The author Yuhwen Foong was a struggling artist for three years before she decided to welcome the opportunity to introduce content creators like herself to digital platforms with her brand new startup SushiVID.
From the original Silicon Valley to Asia’s Silicon Valley (Singapore), from the Silicon Roundabout to the Silicon Cape, and all the digital cities in between, startups continue to lure the converse-and-hoodie set to their largely hipster offices (or more realistically, their favourite coffee haunts!).
The ever increasing number of startups is largely down to technological advancements, chief among them being that tech makes it easier for entrepreneurs to connect with angel investors and crowdfunding. It is ironic then that the current wave of startups is focussing on making connections between brands and influencers — influencers who may not be able to sustain their video careers without some injection of cash. Much like startups in their initial phase…
A quick search of AngelList shows that there are currently 109 influencer marketplaces listed, with 936 investors at an average valuation of US$6.1 million. These ‘marketplaces’ are predominantly based in the US though there is a scattering of European startups in the mix.
The common goal of all these startups is to allow influencers an opportunity to connect with brands looking to boost their presence on social media. Generally, the product placements and/or mentions are subtle, with the influencer simply incorporating the product into their usual style of content. It is claimed that this adds a level of authenticity that traditional advertising sometimes lacks.
The YouTube generation
One of the most well-known of these marketplaces is FameBit which claims to have “21,000 creators in its influencer network which reach over 1 billion people all over the world.” That’s one billion people that may not have been reached through more traditional advertising methods, as audiences move from television to YouTube. Marketers have been quick to jump on board this trend, with social media marketing spending tipped to have doubled in 2015.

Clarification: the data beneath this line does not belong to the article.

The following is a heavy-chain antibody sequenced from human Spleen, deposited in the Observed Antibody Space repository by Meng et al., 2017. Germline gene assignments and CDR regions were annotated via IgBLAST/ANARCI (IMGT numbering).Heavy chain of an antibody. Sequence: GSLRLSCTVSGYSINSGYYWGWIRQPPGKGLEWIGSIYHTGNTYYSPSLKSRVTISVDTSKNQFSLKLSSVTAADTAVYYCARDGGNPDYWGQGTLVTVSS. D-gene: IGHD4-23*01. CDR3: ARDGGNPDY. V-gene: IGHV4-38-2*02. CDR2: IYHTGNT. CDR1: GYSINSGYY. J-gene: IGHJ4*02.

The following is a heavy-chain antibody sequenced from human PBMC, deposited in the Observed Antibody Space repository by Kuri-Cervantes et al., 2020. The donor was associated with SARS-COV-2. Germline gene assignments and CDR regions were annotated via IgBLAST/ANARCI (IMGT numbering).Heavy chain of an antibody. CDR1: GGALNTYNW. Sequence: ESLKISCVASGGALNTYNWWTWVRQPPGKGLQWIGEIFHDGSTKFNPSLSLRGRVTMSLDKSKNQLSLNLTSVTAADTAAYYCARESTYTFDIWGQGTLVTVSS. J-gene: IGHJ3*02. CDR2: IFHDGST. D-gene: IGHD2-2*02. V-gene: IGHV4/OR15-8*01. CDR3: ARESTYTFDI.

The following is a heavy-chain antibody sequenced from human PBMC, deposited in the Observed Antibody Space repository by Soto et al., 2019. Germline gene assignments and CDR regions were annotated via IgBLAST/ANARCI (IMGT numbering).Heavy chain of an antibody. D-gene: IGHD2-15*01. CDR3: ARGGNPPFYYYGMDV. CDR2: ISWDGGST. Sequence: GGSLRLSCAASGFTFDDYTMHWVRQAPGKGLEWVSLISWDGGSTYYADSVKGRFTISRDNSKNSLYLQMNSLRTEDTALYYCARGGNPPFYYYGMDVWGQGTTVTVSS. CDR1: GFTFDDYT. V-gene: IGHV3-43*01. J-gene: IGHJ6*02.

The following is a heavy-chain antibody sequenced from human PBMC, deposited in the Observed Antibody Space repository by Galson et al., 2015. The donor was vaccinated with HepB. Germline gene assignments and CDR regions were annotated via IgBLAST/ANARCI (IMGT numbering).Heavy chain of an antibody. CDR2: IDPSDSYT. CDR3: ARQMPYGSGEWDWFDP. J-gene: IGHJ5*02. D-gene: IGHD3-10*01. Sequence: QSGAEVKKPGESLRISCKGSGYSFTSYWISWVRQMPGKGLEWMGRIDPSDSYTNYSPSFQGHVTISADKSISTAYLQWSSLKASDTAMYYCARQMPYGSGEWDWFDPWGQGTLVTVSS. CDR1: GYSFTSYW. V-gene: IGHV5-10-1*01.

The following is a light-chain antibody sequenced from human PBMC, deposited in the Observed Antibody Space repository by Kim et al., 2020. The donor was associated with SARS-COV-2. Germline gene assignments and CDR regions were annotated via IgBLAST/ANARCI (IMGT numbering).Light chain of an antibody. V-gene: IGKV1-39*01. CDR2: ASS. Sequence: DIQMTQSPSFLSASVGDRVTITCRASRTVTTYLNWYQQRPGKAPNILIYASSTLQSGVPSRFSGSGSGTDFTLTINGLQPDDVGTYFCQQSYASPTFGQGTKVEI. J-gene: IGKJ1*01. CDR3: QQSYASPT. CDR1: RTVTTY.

The larger impact of this change in viewing habits is that the new generation no longer fawns over television and movie stars, but aligns itself with YouTube favourites. Variety put this down to the fact that current YouTube stars are ‘genuine and relatable’, though additionally there is the fact that audiences can often engage and communicate directly with the influencers through their YouTube pages.
As Hubspot stresses, brands that wish to improve their communication strategy should aspire to be authentic to show their personality and to converse with their fan base… just as influencers do!
In practice, it has been observed by Lewis Shields of N2N and Fuel Communications that:
“Influencers generate an even higher rate of conversion, directly driving 30 per cent or more of the overall ‘end-action’ on a brand’s website by recommending it to their engaged network. Digital and social analytics mean that the impact of influencers is entirely measurable, and we’ve seen the ROI be significantly higher than traditional digital channels.”
Influencers need sushi on their dining tables
For the system to work properly though, it is essential that influencers receive something in return. And it is for this reason that in developing SushiVid, I have ensured that payments to our YouTube influencers are guaranteed. There will be no brands absconding with pay cheques on our watch.
Beyond ensuring that our community of influencers will always have sushi on the table, I believe that this will help to ensure that a high quality of Asian content will find its way to YouTube, so we can continue to enjoy what our influencers produce.
Given that influencers are uniquely poised to promote brands in an authentic and organic way, we need to ensure their longevity. And, with their positive impact on conversion and sales, it’s hardly surprising that influencer marketplaces have become the latest startup trend.
This article first appeared on Medium.
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